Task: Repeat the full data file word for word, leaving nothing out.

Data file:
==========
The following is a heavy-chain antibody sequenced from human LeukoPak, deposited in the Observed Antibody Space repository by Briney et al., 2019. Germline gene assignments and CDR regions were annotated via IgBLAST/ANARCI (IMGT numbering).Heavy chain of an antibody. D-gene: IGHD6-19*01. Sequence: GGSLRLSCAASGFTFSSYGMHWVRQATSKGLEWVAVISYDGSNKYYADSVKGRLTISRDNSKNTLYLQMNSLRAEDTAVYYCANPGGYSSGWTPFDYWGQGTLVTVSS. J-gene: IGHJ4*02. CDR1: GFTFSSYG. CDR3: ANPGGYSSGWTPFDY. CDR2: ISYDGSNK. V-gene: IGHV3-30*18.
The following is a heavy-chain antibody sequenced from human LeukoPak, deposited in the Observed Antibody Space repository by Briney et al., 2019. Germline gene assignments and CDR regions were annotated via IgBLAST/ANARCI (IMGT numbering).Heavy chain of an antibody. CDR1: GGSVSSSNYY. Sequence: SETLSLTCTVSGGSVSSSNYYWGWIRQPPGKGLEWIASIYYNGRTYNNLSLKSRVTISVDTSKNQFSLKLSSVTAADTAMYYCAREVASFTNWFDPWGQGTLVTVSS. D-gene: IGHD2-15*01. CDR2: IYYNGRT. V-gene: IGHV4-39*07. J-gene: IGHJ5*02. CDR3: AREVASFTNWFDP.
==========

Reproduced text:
The following is a heavy-chain antibody sequenced from human LeukoPak, deposited in the Observed Antibody Space repository by Briney et al., 2019. Germline gene assignments and CDR regions were annotated via IgBLAST/ANARCI (IMGT numbering).Heavy chain of an antibody. D-gene: IGHD6-19*01. Sequence: GGSLRLSCAASGFTFSSYGMHWVRQATSKGLEWVAVISYDGSNKYYADSVKGRLTISRDNSKNTLYLQMNSLRAEDTAVYYCANPGGYSSGWTPFDYWGQGTLVTVSS. J-gene: IGHJ4*02. CDR1: GFTFSSYG. CDR3: ANPGGYSSGWTPFDY. CDR2: ISYDGSNK. V-gene: IGHV3-30*18.
The following is a heavy-chain antibody sequenced from human LeukoPak, deposited in the Observed Antibody Space repository by Briney et al., 2019. Germline gene assignments and CDR regions were annotated via IgBLAST/ANARCI (IMGT numbering).Heavy chain of an antibody. CDR1: GGSVSSSNYY. Sequence: SETLSLTCTVSGGSVSSSNYYWGWIRQPPGKGLEWIASIYYNGRTYNNLSLKSRVTISVDTSKNQFSLKLSSVTAADTAMYYCAREVASFTNWFDPWGQGTLVTVSS. D-gene: IGHD2-15*01. CDR2: IYYNGRT. V-gene: IGHV4-39*07. J-gene: IGHJ5*02. CDR3: AREVASFTNWFDP.